Ever since the cryptocurrency Bitcoin (CRYPTO: BTC) exploded onto the mainstream investing consciousness, it has been compared to gold. Some investors even call Bitcoin ‘digital gold’, an alternative to the yellow metal for a modern world. After all, gold has been mined, collected and stored as an investment or store of value of thousands of years of human history. Bitcoin has been around since 2010.
So gold and Bitcoin do have some similarities. Both are finite and scarce commodities. Everyone knows gold is a rare metal. And there are only 21 million Bitcoins that can ever be mined. Because of this scarcity, many investors often claim that Bitcoin has the same inbuilt protections against monetary debasements like inflation or deflation.
Bitcoin is also often touted as an alternative to gold because of its decentralised nature and fungibility. Governments have little control over Bitcoin. And it can be used in a similar way with a consistent value anywhere on the planet. The same is more or less true for gold.
So is Bitcoin really the 21st century’s answer to gold? A decidedly medieval investment by comparison?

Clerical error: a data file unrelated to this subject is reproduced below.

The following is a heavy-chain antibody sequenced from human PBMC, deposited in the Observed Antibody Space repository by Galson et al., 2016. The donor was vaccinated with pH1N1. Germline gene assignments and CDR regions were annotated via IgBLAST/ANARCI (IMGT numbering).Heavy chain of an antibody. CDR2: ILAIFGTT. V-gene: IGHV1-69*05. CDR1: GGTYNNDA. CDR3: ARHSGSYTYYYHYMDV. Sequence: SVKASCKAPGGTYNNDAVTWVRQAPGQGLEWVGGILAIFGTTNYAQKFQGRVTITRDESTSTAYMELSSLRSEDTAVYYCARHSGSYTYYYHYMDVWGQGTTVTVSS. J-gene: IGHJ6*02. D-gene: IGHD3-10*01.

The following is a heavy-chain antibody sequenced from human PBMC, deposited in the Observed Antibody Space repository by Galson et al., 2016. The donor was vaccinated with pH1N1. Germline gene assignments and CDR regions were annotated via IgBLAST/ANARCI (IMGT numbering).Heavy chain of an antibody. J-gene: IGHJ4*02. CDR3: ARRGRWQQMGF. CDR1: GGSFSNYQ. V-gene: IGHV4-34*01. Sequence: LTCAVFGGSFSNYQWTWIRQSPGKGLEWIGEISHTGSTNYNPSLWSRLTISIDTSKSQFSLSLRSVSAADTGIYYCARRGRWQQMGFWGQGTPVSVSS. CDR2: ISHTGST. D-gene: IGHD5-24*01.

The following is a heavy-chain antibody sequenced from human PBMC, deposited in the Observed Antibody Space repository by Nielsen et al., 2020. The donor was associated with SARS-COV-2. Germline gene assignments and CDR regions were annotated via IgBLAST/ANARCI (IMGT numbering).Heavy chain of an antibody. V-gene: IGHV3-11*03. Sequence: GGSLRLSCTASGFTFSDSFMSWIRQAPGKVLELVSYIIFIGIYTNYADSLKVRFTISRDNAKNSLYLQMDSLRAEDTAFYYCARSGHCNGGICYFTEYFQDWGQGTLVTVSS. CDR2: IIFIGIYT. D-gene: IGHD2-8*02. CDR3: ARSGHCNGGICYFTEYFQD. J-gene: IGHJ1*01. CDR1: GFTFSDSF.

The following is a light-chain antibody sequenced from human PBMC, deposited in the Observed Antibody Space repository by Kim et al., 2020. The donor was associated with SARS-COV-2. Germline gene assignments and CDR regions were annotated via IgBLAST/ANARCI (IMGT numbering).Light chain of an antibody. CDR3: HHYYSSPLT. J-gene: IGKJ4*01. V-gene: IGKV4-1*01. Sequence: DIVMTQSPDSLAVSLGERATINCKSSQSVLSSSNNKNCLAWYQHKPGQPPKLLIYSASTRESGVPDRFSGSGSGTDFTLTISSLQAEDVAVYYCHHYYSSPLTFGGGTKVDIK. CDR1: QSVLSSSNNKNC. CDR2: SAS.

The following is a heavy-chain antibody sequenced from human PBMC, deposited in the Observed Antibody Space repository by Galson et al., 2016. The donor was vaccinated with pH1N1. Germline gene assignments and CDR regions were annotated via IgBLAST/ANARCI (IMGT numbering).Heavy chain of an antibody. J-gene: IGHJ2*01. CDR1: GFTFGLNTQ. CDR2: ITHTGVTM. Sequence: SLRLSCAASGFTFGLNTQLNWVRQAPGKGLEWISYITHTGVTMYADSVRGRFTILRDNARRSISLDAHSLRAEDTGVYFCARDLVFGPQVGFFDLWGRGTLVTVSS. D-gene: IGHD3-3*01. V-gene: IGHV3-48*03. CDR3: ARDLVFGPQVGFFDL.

Well, one expert doesn’t think so.
Bouris: Bitcoin doesn’t shine up to gold
Mark Bouris is chair of the financial services group Yellow Brick Road. According to a report in The Australian today, he has a rather strong opinion on the idea of Bitcoin as digital gold.
Mr Bouris told the Australian that gold “has shown a consistent trajectory over the past few decades, and as a physical asset it tends to hold its value”. But in contrast, he sees cryptocurrencies like Bitcoin as nothing of the sort, noting their “extreme deviations and “lack of pedigree”.
Bouris also pointed to the recent legalisation of Bitcoin as legal tender in the Central American country of El Salvador. He pointed out that Bitcoin crashed by 10% just as it was legalised. “Blockchain technology is pretty cool and could have interesting and widespread applications in the future, but quite simply, it’s volatile,” he said.
The report also quoted the manager of listed products and investment research at the Perth Mint, Jordan Eliseo. Mr Eliseo agrees with this sentiment. Here’s some of what he added:
Gold is seen as the ultimate safe haven, with a multi-millennia track record of preserving wealth… Despite the hype, cryptocurrencies remain a market characterised by enormous volatility, and have so far failed to act as safe haven asset in the traditional sense over the last 10 years.
So it appears that opinions on just what Bitcoin can (or should) be used for do differ wildly around the world. It seems only time will tell which clothes Bitcoin will end up wearing. It could well be digital gold, a currency or a speculative asset. Or it could end up being… er, rat poison, as Warren Buffett’s right-hand man Charlie Munger once put it.